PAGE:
Foreign, and particularly European readers often describe the experience of reading Japanese manga as similar to that of watching a film. This characterization was also on the lips of the young Japanese readers who would go onto become manga artists themselves when they first read Tezuka Osamu’s New Treasure Island upon its release in 1947. Postwar and contemporary manga was born with this first “cinematic” work.
And yet despite this characterization, the pictures of manga are not “moving pictures,” and unlike film, the frames are of fixed dimensions. So why is it that people persist in using this cinematic metaphor to describe Japanese manga?
The first surprise in store for readers of New Treasure Island was the scene in which the young protagonist arrives by car at a wharf, hurrying to catch his ship before it sailed. In manga prior to this one or two frames would have sufficed to convey the whole scene. But Tezuka spent eight of the 180 pages of this work to render this scene of a car arriving at a wharf. And the depiction is different from anything manga readers had seen before. From the close-up of the boy’s face the perspective pans to the driver’s seat of the car and the gradual zoom-in of the car racing along the seaside road is almost as if the artist had simply pasted successive frames from a film onto the page. This latter technique was highly cinematic and led to the characterization of this manga as “like a film.” But however much Tezuka may have been inspired by film to create these “pan-out” and “close-up” techniques, the pictures in his manga still don’t move. Furthermore, this technique was only employed in the opening scene which has little to do with the main narrative. But the fact that this work as a whole conveyed the impression of something which could only be called “cinematic” testifies to the enormous impact of Tezuka’s use of the first eight pages of this work to this opening scene with little relevance to the plot. This work had more than just a plot. It had scenic depictions and a flowing narrative development.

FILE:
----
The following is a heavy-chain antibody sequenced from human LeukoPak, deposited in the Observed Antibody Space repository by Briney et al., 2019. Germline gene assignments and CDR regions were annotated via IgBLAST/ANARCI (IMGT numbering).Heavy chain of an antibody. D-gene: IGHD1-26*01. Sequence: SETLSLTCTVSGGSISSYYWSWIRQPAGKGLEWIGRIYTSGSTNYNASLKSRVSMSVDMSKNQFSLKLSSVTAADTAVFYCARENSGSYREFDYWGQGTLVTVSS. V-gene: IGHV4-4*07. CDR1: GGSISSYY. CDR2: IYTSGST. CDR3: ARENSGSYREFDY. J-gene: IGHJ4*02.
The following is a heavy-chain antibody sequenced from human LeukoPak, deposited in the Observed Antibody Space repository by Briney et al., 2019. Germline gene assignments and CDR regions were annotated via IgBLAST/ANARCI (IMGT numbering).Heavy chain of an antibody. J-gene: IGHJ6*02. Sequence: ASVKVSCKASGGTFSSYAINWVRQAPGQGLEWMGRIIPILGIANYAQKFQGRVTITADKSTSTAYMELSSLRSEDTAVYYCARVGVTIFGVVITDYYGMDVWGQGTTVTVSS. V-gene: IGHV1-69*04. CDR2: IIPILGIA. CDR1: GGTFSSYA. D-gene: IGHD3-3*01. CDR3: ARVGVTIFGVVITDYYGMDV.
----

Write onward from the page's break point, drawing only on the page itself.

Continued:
Narrative manga are descended from picture stories known as ‘e-monogatari’. In these picture stories, however, the accompanying text and not the images were the primary vehicle of the narrative. In narrative manga, however, it is the images themselves, the succession of and linkages between the frames that tell the story. The syntax of the frames is of particular importance. Tezuka’s New Treasure Island made this very clear. Its appearance was like the usurpation of poetry by prose, the replacement of the chivalric romance of medieval times with the modern novel. If this new manga was like a film, it is to be contrasted in the Japanese tradition by the kabuki and the noh.
Europeans see the Japanese manga as “cinematic” because frame syntax in European comics is relatively underdeveloped. While the content may be sophisticated, the technique has yet to attain the level of modern prose.